National Institutes of Health (NIH) scientists report that a combination of two licensed antiviral drugs reduces virus replication and improves clinical outcome in a recently developed monkey model of Middle East respiratory syndrome coronavirus (MERS-CoV) infection.
Their study, which appears as a letter in the Sept. 8 edition of Nature Medicine, expands on work published in April showing that a combination of ribavirin and interferon-alpha 2b stops MERS-CoV from replicating in cell culture. Both antivirals are routinely used together to treat viral diseases such as hepatitis C.
In the latest study, investigators at NIH's National Institute of Allergy and Infectious Diseases (NIAID) infected six rhesus macaques with MERS-CoV and, eight hours later, treated half of them with the two-drug regimen. Compared to the untreated animals, the treatment group showed no breathing difficulties and only minimal X-ray evidence of pneumonia. The treated animals also had lower amounts of virus and less severe tissue damage in the lungs.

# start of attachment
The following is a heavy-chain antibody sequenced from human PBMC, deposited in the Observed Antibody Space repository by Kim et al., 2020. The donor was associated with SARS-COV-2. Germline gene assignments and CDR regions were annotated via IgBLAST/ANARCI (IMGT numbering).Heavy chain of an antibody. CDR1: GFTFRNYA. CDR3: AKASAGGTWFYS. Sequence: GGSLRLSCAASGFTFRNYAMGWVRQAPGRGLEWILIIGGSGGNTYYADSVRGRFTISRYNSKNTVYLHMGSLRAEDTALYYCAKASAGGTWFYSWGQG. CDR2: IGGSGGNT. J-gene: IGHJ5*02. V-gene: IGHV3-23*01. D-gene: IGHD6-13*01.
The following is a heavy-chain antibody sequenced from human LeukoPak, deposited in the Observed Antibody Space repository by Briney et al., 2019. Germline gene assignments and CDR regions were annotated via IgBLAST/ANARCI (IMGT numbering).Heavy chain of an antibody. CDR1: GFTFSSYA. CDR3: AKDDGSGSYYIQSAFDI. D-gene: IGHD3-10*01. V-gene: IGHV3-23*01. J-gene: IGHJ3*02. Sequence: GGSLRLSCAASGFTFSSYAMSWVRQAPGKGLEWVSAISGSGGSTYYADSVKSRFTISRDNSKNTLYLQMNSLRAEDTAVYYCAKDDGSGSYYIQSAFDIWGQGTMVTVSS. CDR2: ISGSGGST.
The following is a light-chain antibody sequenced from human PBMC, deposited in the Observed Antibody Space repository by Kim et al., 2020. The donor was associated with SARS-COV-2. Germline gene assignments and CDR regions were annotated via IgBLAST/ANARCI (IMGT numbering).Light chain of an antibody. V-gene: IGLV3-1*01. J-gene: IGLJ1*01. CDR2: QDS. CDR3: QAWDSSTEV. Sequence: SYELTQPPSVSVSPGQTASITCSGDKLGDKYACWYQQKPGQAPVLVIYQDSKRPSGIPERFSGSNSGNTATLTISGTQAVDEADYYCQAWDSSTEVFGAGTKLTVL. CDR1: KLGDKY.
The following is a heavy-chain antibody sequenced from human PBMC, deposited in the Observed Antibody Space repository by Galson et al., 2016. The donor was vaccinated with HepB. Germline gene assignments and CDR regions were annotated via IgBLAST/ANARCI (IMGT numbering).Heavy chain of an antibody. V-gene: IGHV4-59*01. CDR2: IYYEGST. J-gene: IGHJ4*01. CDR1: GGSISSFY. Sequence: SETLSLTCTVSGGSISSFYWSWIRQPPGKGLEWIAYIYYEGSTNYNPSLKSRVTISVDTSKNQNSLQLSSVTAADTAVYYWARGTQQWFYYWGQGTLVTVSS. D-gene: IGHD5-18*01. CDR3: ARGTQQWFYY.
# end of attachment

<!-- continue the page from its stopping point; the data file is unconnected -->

As of Aug. 30, 2013, the World Health Organization has reported 108 human cases of MERS-CoV infection, including 50 deaths. Given the current lack of treatment options, the authors of this study conclude that combined ribavirin and interferon-alpha 2b therapy should be considered as an early intervention.
The above post is reprinted from materials provided by NIH/National Institute of Allergy and Infectious Diseases. Note: Materials may be edited for content and length.
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